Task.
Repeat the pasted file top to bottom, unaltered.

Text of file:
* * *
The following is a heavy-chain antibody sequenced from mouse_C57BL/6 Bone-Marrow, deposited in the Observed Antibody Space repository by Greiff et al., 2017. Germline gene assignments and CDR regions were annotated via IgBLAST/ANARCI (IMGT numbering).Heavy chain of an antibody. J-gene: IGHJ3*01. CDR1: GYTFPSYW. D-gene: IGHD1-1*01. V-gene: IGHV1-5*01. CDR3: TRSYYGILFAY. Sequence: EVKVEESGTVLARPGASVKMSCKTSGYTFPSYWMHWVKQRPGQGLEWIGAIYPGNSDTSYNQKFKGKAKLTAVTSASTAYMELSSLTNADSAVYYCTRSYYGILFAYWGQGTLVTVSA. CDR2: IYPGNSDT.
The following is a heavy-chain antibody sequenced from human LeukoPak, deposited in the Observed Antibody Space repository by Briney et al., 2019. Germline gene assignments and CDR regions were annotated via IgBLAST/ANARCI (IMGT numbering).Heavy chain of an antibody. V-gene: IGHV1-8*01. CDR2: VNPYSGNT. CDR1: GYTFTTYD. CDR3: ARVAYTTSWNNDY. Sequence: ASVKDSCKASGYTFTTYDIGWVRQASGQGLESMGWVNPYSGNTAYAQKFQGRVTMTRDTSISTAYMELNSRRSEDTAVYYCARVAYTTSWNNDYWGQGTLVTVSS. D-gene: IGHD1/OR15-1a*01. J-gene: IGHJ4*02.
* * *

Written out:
The following is a heavy-chain antibody sequenced from mouse_C57BL/6 Bone-Marrow, deposited in the Observed Antibody Space repository by Greiff et al., 2017. Germline gene assignments and CDR regions were annotated via IgBLAST/ANARCI (IMGT numbering).Heavy chain of an antibody. J-gene: IGHJ3*01. CDR1: GYTFPSYW. D-gene: IGHD1-1*01. V-gene: IGHV1-5*01. CDR3: TRSYYGILFAY. Sequence: EVKVEESGTVLARPGASVKMSCKTSGYTFPSYWMHWVKQRPGQGLEWIGAIYPGNSDTSYNQKFKGKAKLTAVTSASTAYMELSSLTNADSAVYYCTRSYYGILFAYWGQGTLVTVSA. CDR2: IYPGNSDT.
The following is a heavy-chain antibody sequenced from human LeukoPak, deposited in the Observed Antibody Space repository by Briney et al., 2019. Germline gene assignments and CDR regions were annotated via IgBLAST/ANARCI (IMGT numbering).Heavy chain of an antibody. V-gene: IGHV1-8*01. CDR2: VNPYSGNT. CDR1: GYTFTTYD. CDR3: ARVAYTTSWNNDY. Sequence: ASVKDSCKASGYTFTTYDIGWVRQASGQGLESMGWVNPYSGNTAYAQKFQGRVTMTRDTSISTAYMELNSRRSEDTAVYYCARVAYTTSWNNDYWGQGTLVTVSS. D-gene: IGHD1/OR15-1a*01. J-gene: IGHJ4*02.